NEWPORT NEWS, Va. — Family members of Demari Batten cried as they sat behind the 18-year-old during his hearing on second-degree murder charges on Thursday.
Family members of the victim, 17-year-old Justice Dunham, also sat in the pews as they waited to hear from the attorneys.
Now, new testimony is shedding more light on what happened the night Dunham was shot and killed outside a high school basketball game on December 14, 2021.
Newport News Police Detective T. Allen testified in court, saying he interviewed Batten shortly after the shooting. The detective said Batten rode to the basketball game with a friend and he brought his 9mm handgun with him, which he left in the passenger side of the car when he went into the school gym.
Det. Allen claimed Batten bought the gun around his 18th birthday from someone he knew. He went on to say Batten told him he left the game early to avoid a group of people after he and the group exchanged non-verbal gestures in the gymnasium.
As he waited by his friend's car charging his phone, Batten claimed an adult man came over and started attacking him. Batten told Allen out of fear someone would try to use his gun against him, he grabbed it from the car.
He told detectives when someone opened the driver's side door, that's when he shot in the direction to scare them away, but he ended up shooting and killing Woodside High School student, Justice Dunham.
Newport News Police Officer B. Fellman also testified, since she was one of the officers patrolling the high school parking lot that night. She recalled getting an alert from Officer Black, saying there was an incident in the front school parking lot.
Fellman said she did not hear any gunshot sounds, but when she drove around to the front, she found Dunham dressed in all black, face down in the grass. Fellman said she turned Dunham over to find he had a gunshot wound to his chest and he was not responding.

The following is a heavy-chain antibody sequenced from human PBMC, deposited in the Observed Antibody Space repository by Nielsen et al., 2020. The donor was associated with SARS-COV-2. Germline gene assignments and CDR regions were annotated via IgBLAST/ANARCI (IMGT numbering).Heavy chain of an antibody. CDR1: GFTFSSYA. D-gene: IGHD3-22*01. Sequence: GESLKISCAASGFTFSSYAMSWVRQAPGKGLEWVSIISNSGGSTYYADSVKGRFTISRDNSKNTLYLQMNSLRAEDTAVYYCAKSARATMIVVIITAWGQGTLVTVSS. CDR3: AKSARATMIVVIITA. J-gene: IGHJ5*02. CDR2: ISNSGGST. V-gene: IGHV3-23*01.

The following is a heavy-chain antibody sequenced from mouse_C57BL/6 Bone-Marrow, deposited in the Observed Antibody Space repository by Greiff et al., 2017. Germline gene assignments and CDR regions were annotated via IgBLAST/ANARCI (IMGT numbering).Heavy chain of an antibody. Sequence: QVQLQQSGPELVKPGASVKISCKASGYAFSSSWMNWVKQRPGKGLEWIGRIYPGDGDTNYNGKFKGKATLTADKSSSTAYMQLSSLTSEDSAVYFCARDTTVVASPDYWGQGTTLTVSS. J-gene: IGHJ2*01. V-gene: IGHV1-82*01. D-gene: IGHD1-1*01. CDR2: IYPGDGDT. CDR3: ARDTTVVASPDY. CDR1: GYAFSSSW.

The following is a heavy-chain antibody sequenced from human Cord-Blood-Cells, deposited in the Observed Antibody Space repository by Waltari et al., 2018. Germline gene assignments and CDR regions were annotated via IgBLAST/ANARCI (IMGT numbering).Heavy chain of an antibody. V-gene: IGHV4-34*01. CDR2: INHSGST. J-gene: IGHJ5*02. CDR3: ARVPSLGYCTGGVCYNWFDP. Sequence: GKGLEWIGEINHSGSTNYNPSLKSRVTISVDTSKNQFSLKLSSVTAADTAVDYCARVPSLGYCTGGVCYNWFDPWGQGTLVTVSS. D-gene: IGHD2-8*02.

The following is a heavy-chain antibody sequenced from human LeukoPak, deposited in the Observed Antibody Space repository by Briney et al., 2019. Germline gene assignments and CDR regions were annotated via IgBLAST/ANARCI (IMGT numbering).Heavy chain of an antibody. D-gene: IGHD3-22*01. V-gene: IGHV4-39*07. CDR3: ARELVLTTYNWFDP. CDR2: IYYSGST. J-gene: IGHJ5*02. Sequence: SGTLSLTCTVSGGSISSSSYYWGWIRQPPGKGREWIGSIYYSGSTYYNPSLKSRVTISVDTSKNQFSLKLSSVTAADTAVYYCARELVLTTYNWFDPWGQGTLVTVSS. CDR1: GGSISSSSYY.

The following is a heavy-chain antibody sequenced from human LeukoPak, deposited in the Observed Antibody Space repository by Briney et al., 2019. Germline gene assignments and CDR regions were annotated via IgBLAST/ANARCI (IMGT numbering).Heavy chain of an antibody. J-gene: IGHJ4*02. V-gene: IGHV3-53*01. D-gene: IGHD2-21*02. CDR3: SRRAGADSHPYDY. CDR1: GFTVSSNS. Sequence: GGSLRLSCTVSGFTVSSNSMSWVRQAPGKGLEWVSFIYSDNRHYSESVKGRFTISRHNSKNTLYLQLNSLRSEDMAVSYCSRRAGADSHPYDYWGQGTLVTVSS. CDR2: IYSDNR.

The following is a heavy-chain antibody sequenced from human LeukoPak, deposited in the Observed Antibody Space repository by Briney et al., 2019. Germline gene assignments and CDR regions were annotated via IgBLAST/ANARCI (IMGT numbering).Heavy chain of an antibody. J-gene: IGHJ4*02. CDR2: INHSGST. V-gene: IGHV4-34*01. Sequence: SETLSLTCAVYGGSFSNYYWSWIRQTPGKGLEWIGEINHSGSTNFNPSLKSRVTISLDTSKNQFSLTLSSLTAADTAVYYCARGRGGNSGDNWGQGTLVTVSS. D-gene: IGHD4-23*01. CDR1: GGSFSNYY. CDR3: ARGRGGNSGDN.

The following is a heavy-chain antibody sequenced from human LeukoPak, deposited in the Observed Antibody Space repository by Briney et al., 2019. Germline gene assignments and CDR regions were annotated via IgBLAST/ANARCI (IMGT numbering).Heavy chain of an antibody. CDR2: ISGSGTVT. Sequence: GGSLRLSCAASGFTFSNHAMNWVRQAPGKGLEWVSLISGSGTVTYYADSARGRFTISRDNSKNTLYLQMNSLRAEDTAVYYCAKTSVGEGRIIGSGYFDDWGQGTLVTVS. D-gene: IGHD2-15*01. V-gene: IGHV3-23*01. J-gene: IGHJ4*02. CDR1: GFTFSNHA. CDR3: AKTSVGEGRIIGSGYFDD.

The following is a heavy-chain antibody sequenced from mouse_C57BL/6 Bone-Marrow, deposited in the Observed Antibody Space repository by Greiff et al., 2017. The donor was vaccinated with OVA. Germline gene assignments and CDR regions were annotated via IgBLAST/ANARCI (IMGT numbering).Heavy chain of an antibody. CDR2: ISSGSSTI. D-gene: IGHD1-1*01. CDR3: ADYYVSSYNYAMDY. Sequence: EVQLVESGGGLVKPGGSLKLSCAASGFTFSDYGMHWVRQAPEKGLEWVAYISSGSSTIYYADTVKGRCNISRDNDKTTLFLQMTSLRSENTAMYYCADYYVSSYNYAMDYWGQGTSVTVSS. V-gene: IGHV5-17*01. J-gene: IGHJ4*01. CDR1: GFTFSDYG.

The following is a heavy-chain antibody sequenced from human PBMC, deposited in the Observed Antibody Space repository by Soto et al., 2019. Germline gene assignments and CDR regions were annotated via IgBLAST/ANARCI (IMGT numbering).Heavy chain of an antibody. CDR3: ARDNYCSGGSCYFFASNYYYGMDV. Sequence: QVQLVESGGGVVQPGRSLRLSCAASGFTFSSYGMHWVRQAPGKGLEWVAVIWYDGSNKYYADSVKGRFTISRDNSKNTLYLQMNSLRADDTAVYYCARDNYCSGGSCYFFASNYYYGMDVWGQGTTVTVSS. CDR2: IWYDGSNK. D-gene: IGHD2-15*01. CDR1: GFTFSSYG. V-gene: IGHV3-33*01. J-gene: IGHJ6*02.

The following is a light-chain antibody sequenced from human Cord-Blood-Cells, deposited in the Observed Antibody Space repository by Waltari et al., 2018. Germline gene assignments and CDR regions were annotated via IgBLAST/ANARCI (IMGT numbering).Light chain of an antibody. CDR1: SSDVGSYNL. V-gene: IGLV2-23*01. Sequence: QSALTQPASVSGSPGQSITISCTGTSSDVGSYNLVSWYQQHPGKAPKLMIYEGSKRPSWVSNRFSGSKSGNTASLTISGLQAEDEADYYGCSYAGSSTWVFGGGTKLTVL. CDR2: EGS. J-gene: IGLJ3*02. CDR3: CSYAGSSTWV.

Fellman said she started CPR and other measures but could not save Dunham. She testified she saw Batten standing by the car in handcuffs, quietly cooperating with police.
Following the testimonies, Batten's attorney, James Brocceletti, asked the judge to dismiss the second-degree murder charge against Batten and replace it with voluntary manslaughter. Broccoletti said the main reason is because his client was defending himself.
"He had told the police he had the weapon for protection because of concerns he had and people who had issues with him," said Broccoletti. "The only evidence they presented was the statement that Mr. Batten had made to police. Based on that statement, the only evidence was he acted as a result of these two men trying to get into the vehicle and he perceived they were there to do him harm, so he responded accordingly."
The prosecution argued against this motion, saying the interview showed there was malice, intent at the time of the shooting.
In response, the judge denied the motion, saying it's too early in the court process to make that type of decision.
Broccoletti said Batten's family hoped for reduced charges.
"They're very distraught," said Broccoletti. "They're hoping the court would accept the argument that we made and either reduce or dismiss the charges, but they're determined and optimistic to move forward."
Det. Allen said Batten told him he did not see any of the other people, including Dunham, have any kind of weapon on them at the time. He added no one else tried grabbing Batten's gun before he shot and killed Dunham.
Batten is scheduled to appear in court again on Monday, April 11.